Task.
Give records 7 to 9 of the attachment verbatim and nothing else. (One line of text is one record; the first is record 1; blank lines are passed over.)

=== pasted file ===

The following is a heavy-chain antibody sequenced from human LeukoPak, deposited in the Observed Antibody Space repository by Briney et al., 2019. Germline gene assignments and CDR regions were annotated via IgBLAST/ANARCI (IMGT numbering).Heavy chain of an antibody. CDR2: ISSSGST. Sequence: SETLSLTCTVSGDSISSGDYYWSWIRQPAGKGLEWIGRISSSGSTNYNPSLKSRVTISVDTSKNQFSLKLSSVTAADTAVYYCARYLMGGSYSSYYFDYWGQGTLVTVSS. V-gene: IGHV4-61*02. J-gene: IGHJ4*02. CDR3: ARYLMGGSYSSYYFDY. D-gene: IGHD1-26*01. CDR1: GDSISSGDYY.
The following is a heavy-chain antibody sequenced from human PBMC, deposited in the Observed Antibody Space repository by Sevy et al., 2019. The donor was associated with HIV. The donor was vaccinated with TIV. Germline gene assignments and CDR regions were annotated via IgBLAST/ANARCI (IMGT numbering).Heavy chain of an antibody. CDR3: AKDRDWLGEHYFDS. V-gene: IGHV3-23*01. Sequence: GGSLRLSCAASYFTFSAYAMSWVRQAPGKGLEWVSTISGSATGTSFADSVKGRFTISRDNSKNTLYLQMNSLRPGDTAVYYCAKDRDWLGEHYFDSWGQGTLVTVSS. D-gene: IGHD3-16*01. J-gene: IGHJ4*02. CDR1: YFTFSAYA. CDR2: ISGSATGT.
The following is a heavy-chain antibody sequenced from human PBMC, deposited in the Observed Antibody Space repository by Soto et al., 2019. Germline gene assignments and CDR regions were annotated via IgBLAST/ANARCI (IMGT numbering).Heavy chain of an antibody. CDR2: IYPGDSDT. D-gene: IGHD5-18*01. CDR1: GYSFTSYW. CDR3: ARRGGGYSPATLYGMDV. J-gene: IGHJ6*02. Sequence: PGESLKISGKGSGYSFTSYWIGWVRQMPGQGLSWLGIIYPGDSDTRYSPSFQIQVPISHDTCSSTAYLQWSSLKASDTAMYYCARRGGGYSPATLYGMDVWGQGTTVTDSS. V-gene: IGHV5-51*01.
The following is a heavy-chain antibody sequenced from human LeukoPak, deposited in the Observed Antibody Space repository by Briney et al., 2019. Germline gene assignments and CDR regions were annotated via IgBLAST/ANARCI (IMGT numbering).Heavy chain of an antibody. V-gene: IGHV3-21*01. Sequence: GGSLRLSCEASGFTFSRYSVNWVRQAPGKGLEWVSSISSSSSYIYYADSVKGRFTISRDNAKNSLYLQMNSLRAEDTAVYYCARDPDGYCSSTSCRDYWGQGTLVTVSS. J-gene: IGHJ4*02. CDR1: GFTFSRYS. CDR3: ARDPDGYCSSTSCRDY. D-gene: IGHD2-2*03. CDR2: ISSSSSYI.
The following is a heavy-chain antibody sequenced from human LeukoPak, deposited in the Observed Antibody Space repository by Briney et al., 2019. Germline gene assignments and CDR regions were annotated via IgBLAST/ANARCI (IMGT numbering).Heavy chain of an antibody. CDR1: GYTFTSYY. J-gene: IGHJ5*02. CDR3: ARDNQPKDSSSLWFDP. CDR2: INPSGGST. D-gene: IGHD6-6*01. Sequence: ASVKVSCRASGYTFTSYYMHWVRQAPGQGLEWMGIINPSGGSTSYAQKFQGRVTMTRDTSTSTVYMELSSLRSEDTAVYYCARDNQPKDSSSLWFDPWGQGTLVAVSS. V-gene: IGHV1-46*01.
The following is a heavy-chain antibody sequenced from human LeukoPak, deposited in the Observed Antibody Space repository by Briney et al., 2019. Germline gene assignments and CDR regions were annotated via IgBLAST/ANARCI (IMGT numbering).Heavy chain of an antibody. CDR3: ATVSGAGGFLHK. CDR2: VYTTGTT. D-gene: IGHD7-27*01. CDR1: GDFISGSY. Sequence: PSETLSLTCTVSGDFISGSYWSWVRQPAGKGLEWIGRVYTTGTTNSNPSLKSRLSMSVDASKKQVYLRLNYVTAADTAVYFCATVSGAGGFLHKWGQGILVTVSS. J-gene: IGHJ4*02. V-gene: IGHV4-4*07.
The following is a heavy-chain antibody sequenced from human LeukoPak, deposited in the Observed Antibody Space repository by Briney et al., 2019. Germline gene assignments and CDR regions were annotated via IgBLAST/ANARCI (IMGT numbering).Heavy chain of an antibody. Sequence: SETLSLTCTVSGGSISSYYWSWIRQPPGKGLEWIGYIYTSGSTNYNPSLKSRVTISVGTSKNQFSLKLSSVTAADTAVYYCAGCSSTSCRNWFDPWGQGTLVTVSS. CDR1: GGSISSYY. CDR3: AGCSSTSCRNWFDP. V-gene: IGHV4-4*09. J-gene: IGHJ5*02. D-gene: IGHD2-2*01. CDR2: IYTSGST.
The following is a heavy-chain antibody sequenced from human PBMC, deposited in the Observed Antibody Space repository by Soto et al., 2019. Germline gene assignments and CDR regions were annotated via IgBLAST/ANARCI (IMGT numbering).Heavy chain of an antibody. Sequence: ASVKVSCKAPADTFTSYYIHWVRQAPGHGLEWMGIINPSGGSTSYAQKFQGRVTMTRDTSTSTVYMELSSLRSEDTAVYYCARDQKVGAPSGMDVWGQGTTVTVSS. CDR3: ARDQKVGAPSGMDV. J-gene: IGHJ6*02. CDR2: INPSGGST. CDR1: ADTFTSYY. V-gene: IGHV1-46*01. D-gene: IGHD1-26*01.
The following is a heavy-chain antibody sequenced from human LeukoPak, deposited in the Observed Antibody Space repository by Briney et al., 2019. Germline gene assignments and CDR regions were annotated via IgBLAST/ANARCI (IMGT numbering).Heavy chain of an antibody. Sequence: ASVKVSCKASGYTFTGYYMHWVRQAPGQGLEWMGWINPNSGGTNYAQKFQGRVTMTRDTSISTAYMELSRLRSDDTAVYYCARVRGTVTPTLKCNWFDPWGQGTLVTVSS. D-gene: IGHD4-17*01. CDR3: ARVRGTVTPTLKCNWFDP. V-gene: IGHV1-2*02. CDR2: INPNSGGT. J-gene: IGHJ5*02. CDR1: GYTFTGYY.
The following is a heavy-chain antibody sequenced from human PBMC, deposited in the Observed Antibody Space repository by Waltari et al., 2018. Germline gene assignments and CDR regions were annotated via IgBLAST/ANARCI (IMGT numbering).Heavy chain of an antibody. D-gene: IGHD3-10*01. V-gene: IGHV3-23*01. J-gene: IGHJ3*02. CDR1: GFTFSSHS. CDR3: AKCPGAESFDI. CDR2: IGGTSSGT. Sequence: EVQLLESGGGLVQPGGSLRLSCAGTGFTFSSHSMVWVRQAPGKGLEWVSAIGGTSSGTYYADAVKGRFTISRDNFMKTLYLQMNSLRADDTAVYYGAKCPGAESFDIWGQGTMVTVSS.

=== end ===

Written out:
The following is a heavy-chain antibody sequenced from human LeukoPak, deposited in the Observed Antibody Space repository by Briney et al., 2019. Germline gene assignments and CDR regions were annotated via IgBLAST/ANARCI (IMGT numbering).Heavy chain of an antibody. Sequence: SETLSLTCTVSGGSISSYYWSWIRQPPGKGLEWIGYIYTSGSTNYNPSLKSRVTISVGTSKNQFSLKLSSVTAADTAVYYCAGCSSTSCRNWFDPWGQGTLVTVSS. CDR1: GGSISSYY. CDR3: AGCSSTSCRNWFDP. V-gene: IGHV4-4*09. J-gene: IGHJ5*02. D-gene: IGHD2-2*01. CDR2: IYTSGST.
The following is a heavy-chain antibody sequenced from human PBMC, deposited in the Observed Antibody Space repository by Soto et al., 2019. Germline gene assignments and CDR regions were annotated via IgBLAST/ANARCI (IMGT numbering).Heavy chain of an antibody. Sequence: ASVKVSCKAPADTFTSYYIHWVRQAPGHGLEWMGIINPSGGSTSYAQKFQGRVTMTRDTSTSTVYMELSSLRSEDTAVYYCARDQKVGAPSGMDVWGQGTTVTVSS. CDR3: ARDQKVGAPSGMDV. J-gene: IGHJ6*02. CDR2: INPSGGST. CDR1: ADTFTSYY. V-gene: IGHV1-46*01. D-gene: IGHD1-26*01.
The following is a heavy-chain antibody sequenced from human LeukoPak, deposited in the Observed Antibody Space repository by Briney et al., 2019. Germline gene assignments and CDR regions were annotated via IgBLAST/ANARCI (IMGT numbering).Heavy chain of an antibody. Sequence: ASVKVSCKASGYTFTGYYMHWVRQAPGQGLEWMGWINPNSGGTNYAQKFQGRVTMTRDTSISTAYMELSRLRSDDTAVYYCARVRGTVTPTLKCNWFDPWGQGTLVTVSS. D-gene: IGHD4-17*01. CDR3: ARVRGTVTPTLKCNWFDP. V-gene: IGHV1-2*02. CDR2: INPNSGGT. J-gene: IGHJ5*02. CDR1: GYTFTGYY.